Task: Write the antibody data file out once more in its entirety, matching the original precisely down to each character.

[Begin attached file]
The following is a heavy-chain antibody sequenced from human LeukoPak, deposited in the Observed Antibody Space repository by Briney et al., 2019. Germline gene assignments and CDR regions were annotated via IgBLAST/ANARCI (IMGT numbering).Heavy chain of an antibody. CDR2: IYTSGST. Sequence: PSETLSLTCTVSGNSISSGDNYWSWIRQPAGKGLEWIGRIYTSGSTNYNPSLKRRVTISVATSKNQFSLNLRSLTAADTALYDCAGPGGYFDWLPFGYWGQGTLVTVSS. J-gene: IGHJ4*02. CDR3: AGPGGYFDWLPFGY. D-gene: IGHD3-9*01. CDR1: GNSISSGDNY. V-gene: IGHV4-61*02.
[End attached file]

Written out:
The following is a heavy-chain antibody sequenced from human LeukoPak, deposited in the Observed Antibody Space repository by Briney et al., 2019. Germline gene assignments and CDR regions were annotated via IgBLAST/ANARCI (IMGT numbering).Heavy chain of an antibody. CDR2: IYTSGST. Sequence: PSETLSLTCTVSGNSISSGDNYWSWIRQPAGKGLEWIGRIYTSGSTNYNPSLKRRVTISVATSKNQFSLNLRSLTAADTALYDCAGPGGYFDWLPFGYWGQGTLVTVSS. J-gene: IGHJ4*02. CDR3: AGPGGYFDWLPFGY. D-gene: IGHD3-9*01. CDR1: GNSISSGDNY. V-gene: IGHV4-61*02.